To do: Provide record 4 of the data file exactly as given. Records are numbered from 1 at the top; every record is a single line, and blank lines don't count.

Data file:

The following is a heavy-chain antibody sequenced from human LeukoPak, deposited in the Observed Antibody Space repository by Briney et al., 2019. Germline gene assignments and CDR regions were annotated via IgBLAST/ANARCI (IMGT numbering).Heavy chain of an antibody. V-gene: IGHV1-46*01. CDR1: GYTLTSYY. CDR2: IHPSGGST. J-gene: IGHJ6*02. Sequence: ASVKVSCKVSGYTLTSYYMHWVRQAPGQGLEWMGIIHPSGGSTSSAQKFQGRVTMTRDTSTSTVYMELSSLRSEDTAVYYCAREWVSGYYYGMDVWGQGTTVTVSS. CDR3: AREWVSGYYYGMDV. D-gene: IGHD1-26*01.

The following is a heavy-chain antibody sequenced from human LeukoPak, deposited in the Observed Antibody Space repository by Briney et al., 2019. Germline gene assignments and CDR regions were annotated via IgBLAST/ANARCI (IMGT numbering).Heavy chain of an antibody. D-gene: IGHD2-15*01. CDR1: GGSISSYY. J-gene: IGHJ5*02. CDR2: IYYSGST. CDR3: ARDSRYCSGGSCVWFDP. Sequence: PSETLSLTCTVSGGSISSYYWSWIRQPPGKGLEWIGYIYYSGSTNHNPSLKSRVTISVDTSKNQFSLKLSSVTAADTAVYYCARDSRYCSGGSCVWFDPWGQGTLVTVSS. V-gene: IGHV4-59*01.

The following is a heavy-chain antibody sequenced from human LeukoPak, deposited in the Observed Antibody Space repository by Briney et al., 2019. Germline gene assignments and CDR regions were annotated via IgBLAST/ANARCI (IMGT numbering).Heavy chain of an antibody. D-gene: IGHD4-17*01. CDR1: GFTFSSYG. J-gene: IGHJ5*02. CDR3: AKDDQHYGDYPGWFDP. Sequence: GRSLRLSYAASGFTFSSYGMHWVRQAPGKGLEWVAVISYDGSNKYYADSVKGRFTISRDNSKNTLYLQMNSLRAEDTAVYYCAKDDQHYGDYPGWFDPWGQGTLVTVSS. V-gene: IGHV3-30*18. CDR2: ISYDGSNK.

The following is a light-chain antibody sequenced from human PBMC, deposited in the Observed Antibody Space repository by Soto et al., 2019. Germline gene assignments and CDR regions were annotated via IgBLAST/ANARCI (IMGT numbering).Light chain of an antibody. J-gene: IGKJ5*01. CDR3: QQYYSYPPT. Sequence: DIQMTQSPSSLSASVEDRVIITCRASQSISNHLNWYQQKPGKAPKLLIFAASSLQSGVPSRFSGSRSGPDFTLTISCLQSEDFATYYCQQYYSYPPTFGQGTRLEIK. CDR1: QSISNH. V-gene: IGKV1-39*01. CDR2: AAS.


The following is a light-chain antibody sequenced from human PBMC, deposited in the Observed Antibody Space repository by Soto et al., 2019. Germline gene assignments and CDR regions were annotated via IgBLAST/ANARCI (IMGT numbering).Light chain of an antibody. J-gene: IGKJ5*01. CDR3: QQYYSYPPT. Sequence: DIQMTQSPSSLSASVEDRVIITCRASQSISNHLNWYQQKPGKAPKLLIFAASSLQSGVPSRFSGSRSGPDFTLTISCLQSEDFATYYCQQYYSYPPTFGQGTRLEIK. CDR1: QSISNH. V-gene: IGKV1-39*01. CDR2: AAS.